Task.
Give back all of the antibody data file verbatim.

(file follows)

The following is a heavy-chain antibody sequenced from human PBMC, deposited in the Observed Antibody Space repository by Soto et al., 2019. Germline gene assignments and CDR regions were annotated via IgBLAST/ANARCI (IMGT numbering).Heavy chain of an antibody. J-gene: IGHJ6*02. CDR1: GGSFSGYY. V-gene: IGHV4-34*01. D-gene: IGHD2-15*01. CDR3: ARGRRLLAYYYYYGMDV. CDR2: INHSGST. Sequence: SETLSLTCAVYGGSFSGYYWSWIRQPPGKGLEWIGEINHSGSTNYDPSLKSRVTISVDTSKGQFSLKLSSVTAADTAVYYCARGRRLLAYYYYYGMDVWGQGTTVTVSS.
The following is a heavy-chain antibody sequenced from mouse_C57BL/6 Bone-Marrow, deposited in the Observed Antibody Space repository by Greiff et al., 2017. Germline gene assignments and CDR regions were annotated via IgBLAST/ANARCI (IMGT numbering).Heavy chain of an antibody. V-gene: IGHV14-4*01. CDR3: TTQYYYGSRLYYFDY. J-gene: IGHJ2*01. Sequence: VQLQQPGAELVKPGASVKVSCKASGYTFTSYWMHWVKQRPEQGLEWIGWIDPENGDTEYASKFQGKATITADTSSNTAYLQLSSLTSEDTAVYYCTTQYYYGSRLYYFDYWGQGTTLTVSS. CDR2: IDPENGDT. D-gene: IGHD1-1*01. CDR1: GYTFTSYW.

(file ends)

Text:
The following is a heavy-chain antibody sequenced from human PBMC, deposited in the Observed Antibody Space repository by Soto et al., 2019. Germline gene assignments and CDR regions were annotated via IgBLAST/ANARCI (IMGT numbering).Heavy chain of an antibody. J-gene: IGHJ6*02. CDR1: GGSFSGYY. V-gene: IGHV4-34*01. D-gene: IGHD2-15*01. CDR3: ARGRRLLAYYYYYGMDV. CDR2: INHSGST. Sequence: SETLSLTCAVYGGSFSGYYWSWIRQPPGKGLEWIGEINHSGSTNYDPSLKSRVTISVDTSKGQFSLKLSSVTAADTAVYYCARGRRLLAYYYYYGMDVWGQGTTVTVSS.
The following is a heavy-chain antibody sequenced from mouse_C57BL/6 Bone-Marrow, deposited in the Observed Antibody Space repository by Greiff et al., 2017. Germline gene assignments and CDR regions were annotated via IgBLAST/ANARCI (IMGT numbering).Heavy chain of an antibody. V-gene: IGHV14-4*01. CDR3: TTQYYYGSRLYYFDY. J-gene: IGHJ2*01. Sequence: VQLQQPGAELVKPGASVKVSCKASGYTFTSYWMHWVKQRPEQGLEWIGWIDPENGDTEYASKFQGKATITADTSSNTAYLQLSSLTSEDTAVYYCTTQYYYGSRLYYFDYWGQGTTLTVSS. CDR2: IDPENGDT. D-gene: IGHD1-1*01. CDR1: GYTFTSYW.